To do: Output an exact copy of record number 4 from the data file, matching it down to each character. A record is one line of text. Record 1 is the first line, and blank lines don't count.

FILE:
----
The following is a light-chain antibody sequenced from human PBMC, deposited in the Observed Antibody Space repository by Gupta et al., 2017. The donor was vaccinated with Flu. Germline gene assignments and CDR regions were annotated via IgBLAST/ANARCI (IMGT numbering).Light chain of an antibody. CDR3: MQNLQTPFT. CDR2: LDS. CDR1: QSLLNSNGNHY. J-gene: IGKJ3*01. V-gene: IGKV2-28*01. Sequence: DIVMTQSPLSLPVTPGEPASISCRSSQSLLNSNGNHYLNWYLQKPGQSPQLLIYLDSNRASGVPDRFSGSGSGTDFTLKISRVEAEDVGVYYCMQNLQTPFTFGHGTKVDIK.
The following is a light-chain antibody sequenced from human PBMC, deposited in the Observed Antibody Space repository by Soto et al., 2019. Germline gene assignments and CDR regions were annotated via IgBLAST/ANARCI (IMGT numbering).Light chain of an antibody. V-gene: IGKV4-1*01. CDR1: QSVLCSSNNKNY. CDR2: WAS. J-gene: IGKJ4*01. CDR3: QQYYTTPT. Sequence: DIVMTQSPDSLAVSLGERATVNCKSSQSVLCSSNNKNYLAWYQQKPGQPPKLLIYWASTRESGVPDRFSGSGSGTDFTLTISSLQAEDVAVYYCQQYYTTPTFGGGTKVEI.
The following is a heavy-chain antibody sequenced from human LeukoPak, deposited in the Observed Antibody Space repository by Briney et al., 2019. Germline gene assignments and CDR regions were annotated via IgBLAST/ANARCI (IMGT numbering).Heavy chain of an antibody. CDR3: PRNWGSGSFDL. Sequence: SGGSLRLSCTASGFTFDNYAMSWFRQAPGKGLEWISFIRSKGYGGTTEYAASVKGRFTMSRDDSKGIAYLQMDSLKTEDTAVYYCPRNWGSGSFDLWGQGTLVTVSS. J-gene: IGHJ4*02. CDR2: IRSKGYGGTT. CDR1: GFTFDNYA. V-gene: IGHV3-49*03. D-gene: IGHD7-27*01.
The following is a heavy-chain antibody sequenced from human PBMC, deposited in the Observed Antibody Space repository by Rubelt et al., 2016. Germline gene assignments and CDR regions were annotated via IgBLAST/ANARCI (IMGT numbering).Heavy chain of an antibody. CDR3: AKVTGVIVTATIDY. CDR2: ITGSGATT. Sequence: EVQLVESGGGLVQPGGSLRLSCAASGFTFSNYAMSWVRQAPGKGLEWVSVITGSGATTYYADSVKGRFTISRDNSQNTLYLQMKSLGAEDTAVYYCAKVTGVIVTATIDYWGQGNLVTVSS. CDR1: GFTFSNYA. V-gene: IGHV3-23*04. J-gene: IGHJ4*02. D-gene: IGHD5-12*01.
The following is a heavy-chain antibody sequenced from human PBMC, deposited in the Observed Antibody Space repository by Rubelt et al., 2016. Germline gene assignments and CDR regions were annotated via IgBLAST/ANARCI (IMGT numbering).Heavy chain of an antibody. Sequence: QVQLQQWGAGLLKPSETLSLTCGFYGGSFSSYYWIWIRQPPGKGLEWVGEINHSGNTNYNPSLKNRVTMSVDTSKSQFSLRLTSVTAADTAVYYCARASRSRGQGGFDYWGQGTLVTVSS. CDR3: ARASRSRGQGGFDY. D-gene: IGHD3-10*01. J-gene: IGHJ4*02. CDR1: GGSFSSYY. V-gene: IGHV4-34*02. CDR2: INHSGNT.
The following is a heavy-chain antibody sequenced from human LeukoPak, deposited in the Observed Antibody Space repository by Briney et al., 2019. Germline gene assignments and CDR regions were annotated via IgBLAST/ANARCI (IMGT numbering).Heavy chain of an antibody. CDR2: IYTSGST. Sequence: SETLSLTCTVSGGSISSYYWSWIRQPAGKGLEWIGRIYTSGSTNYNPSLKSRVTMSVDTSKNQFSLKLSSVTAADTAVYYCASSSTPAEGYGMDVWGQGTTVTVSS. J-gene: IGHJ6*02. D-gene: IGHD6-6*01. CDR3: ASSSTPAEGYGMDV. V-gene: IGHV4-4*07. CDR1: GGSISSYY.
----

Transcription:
The following is a heavy-chain antibody sequenced from human PBMC, deposited in the Observed Antibody Space repository by Rubelt et al., 2016. Germline gene assignments and CDR regions were annotated via IgBLAST/ANARCI (IMGT numbering).Heavy chain of an antibody. CDR3: AKVTGVIVTATIDY. CDR2: ITGSGATT. Sequence: EVQLVESGGGLVQPGGSLRLSCAASGFTFSNYAMSWVRQAPGKGLEWVSVITGSGATTYYADSVKGRFTISRDNSQNTLYLQMKSLGAEDTAVYYCAKVTGVIVTATIDYWGQGNLVTVSS. CDR1: GFTFSNYA. V-gene: IGHV3-23*04. J-gene: IGHJ4*02. D-gene: IGHD5-12*01.